Wednesday, 31 August 2011

Intellectual Property Law in Oman

Oman has an estimated population of 3.6 million in a land area of 309,501 square kilometres. It is a member of the Gulf Co-operation Council ("GCC") and the World Trade Organization ("WTO"). Formerly one of the least developed states in the Gulf, the Sultanate has made such rapid progress since 1970 in economic, political and social development that the United Nations Development Programme acclaimed Oman as the most improved country in the world (see the UNDP Human Development Report for 4 Nov 2010).

As a member of the WTO Oman is party to TRIPS (the Agreement on Trade Related Aspects of Intellectual Property Rights) and is thereby bound by the obligations discussed in my article on "Intellectual Property Law in Kuwait". As a member of the GCC, the GCC Patent Regulation and Implementing Bylaws apply in Oman. Oman is also party to the Paris and Berne Conventions, the WIPO Copyright and Performances and Phonograms Treaties, the Patent and Trademark Law Treaties, the UPOV Convention and the Patent Co-operation Treaty, Madrid Protocol and Hague Agreement (see the WIPO Treaties Contracting Parties page for Oman).

Oman implements its obligations under those treaties through a number of Royal Decrees made in 2000 on patents, copyrights and neighbouring rights, trade marks and unfair competition, industrial designs, geographical indications and semiconductor topographies. The Sultanate's copyright law has been supplemented by Royal Decree No. 65/2008 Promulgating the Law on Copyright and Related Rights and its law on industrial property rights by Royal Decree No 67/2008. Royal Decree No 49/2009 on the protection of plant breeders' rights has come into effect this year the text of which is available in Arabic.

Intellectual Property Office
The Ministry of Commerce and Industry is the intellectual property office for the Sultanate. The English language page of the Ministry's website suggests that it will soon be possible to file patent, utility model and trade mark applications on-line.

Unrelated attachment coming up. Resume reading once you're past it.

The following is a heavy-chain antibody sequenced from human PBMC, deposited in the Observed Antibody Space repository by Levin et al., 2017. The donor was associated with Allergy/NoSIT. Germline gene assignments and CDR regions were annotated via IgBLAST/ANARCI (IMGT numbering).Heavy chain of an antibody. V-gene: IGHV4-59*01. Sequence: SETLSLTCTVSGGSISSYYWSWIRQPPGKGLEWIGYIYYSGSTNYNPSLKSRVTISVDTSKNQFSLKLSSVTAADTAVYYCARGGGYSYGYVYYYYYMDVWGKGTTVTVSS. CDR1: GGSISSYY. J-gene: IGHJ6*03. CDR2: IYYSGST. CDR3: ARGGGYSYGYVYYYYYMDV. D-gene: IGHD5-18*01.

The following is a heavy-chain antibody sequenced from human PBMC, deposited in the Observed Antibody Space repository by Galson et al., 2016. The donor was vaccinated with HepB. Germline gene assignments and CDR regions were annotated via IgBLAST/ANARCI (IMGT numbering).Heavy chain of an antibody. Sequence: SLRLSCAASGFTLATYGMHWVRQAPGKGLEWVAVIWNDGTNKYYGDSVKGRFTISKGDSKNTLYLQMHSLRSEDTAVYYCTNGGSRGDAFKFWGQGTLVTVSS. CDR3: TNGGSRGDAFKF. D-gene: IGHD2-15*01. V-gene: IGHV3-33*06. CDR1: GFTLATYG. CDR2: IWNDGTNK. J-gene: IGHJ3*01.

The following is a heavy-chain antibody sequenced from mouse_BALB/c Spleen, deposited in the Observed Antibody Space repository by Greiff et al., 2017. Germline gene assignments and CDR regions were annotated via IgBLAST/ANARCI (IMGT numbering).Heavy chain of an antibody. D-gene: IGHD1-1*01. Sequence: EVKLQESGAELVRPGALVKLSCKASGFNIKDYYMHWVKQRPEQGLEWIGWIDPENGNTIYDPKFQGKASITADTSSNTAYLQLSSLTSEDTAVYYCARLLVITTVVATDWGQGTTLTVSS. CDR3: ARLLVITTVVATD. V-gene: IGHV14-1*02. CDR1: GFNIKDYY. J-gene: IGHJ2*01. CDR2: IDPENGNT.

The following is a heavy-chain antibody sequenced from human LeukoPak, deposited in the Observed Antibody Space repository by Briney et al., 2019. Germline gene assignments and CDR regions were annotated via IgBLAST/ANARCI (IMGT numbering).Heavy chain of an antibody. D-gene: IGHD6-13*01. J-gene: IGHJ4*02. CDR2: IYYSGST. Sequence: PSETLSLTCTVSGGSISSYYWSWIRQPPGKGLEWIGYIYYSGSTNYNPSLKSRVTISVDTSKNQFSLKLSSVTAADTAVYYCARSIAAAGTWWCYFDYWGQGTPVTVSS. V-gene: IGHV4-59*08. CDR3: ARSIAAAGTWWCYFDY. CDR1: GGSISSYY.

Dispute Resolution
Oman has enacted robust arbitration legislation which would resolve licensing, joint venture and other disputes relating to intellectual property. A press release on 16 March 2010 indicated that the Oman Chamber of Commerce and Industry planned to establish an international arbitration centre in the country. A delegation from the Bar of England and Wales visited Oman in December 2010 (see the Bar Council's press release of 3 Dec 2010).

Further Information
Oman is a country of considerable potential and one that I follow particularly closely. Anyone who wishes to discuss this article or any other issue concerning intellectual property law in the Gulf should call me on 0800 862 0055 or complete my contact form.

Monday, 1 August 2011

DIFC Data Protection Law

The 45 hectare free zone in Dubai known as the Dubai International Financial Centre has its own data protection law (DIFC Law No 1 of 2007). According to James Michael, editor of Privacy Laws & Business this is the first data protection law in an Arab country (see his interview with the DIFC data protection commissioner, Nasser H. Saidi of Feb 2007 (Issue 86)).

Why the DIFC has a Data Protection Law
On the day that Syrian troops attack Hama and with civil war raging in Libya one would have been forgiven for thinking that the Arab world would have had more pressing concerns. So why does the DIFC bother? In "Why Data Protection Matters" the DIFC Data Protection Commissioner offers this answer:
"The result of the processing and mishandling –voluntary or involuntary- of personal data can have significant consequences, including credit card and identity theft. It is crucial that individuals’ right to privacy is protected by establishing effective data protection laws and enforcing legal safeguards to secure and protect personal data and its processing. Today governments and regulators world-wide, with the EU countries in the fore-front, are increasingly calling for measures to protect privacy and the adoption of data protection regimes to enforce such safeguards."
In other words, financial institutions in Dubai need to be able to exchange personal data with financial institutions in London and other financial centres in the EU and they can do that only if they offer protection for such data that is comparable to the protection available in the UK and other EU member states.

Art 5 of Law No. 1 of 2007 ("the Law") makes clear that it applies to the DIFC only. There is no comparable legislation for the rest of the emirate or the other emirates of the UAE.

According to art 4, the Law replaces a Data Protection Module that had been in force since 2004. The new legislation appears to have been implemented by an order k known as "Enforcement and Compliance Notice Circular No 1" issued by the Data Protection Commissioner ("the Commissioner") on 27 May 2007.

Secondary Legislation
The law is supplemented by the Data Protection Regulations 2007 ("the Regulations") which are made by the DIFC Authority pursuant to art 27 (1) of the Law. It is also necessary to refer to the Enforcement and Compliance Notices known as "Circulars" made by the Commissioner from time to time. According to the DIFC website there have been two such circulars so far: